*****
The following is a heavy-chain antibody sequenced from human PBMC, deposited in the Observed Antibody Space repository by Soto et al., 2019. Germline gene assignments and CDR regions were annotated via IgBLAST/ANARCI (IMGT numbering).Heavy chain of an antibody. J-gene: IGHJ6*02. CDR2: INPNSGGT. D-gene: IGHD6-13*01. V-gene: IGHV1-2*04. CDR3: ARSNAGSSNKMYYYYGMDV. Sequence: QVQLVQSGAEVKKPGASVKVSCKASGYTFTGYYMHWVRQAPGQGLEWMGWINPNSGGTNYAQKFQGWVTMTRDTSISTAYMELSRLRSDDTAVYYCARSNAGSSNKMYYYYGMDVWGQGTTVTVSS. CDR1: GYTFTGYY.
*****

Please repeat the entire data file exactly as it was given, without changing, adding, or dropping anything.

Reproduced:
The following is a heavy-chain antibody sequenced from human PBMC, deposited in the Observed Antibody Space repository by Soto et al., 2019. Germline gene assignments and CDR regions were annotated via IgBLAST/ANARCI (IMGT numbering).Heavy chain of an antibody. J-gene: IGHJ6*02. CDR2: INPNSGGT. D-gene: IGHD6-13*01. V-gene: IGHV1-2*04. CDR3: ARSNAGSSNKMYYYYGMDV. Sequence: QVQLVQSGAEVKKPGASVKVSCKASGYTFTGYYMHWVRQAPGQGLEWMGWINPNSGGTNYAQKFQGWVTMTRDTSISTAYMELSRLRSDDTAVYYCARSNAGSSNKMYYYYGMDVWGQGTTVTVSS. CDR1: GYTFTGYY.